Body Breaker launch

Thursday was the hottest day of the year so far – 28c and hardly a day I’d choose to go travelling by train.  However, I piled on the sunscreen, wore my coolest clothes and set off for sunny Carlisle (not just a figure of speech for a change) for the launch of Mike Craven’s latest crime novel ‘Body Breaker’.

In spite of the heat, it was a great event.  The evening started with a meal for about 8 of us at the Old Bank pub in Carlisle city centre.  It’s a ‘gourmet’ pub doing a nice line in chops, steaks, grills, fish’n’chips etc; I hadn’t been before but thoroughly enjoyed my whale (sorry, haddock, the portions were huge) and chips.  I’d happily go back.

After that we all piled down the hill to the Old Firestation where Mike was holding his combined book-launch-and-birthday party.  The launch was really well attended – I’m hopeless at counting crowds but would estimate around 100 people had turned out – and was highly entertaining.  Mike’s an amusing speaker anyway, and he’d invited fellow crime writer Michael J Malone along to act as question-master.  The two are great friends, have a neat line in banter, and spent the rest of the evening quietly killing each other with quips.  The audience, myself included, loved it!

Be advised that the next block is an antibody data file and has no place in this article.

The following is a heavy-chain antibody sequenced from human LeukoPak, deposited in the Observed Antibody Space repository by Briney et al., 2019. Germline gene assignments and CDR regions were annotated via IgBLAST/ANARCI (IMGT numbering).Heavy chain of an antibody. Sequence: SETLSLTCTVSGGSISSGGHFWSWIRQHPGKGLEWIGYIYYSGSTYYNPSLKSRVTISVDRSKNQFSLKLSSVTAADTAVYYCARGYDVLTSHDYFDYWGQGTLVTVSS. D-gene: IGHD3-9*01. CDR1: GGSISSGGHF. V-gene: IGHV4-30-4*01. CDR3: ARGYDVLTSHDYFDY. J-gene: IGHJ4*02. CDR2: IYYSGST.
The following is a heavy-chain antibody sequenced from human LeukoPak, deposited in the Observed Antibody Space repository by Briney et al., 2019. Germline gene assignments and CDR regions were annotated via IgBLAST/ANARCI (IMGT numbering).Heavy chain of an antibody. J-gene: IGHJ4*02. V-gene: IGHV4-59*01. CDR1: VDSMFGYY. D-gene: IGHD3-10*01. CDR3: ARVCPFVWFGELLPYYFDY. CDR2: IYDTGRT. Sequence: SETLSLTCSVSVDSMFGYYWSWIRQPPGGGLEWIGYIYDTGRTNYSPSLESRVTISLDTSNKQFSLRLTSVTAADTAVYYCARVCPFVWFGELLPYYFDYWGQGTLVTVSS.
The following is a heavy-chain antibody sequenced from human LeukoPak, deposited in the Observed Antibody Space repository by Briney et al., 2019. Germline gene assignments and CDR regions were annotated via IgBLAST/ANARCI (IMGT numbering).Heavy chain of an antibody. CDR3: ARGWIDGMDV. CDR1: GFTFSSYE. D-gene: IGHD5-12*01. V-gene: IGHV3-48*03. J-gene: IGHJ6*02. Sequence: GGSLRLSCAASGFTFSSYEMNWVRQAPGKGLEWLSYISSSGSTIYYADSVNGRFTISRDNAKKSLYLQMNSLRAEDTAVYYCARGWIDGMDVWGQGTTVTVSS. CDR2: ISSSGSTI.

Mike answered a wide range of questions on everything from how old he was when he started writing, to researching golf courses in Cumbria.  (The novel opens with a grisly discovery on a golf course.)  And once all that was over, there was cake.  Birthday cake.  Or book launch cake.  Or, well, you decide.  Either way it was delicious. (Apologies for the blurring, by the way.  I wasn’t seeing double, but apparently my phone camera was!)

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The only slight annoyance was getting to Carlisle station at the end of the evening and finding all the trains up sh*t creek, and absolutely nothing open – no shop, no café, no bar, no information desk, nowhere to get even a bottle of water, on a blisteringly warm night.  I thought I might have to book into a hotel in the city for the night, but luckily (and unusually) my train was one of a tiny handful still running, so I made it home after all.  And was really glad I’d gone, melting stickiness (and not just from the cake) or none.

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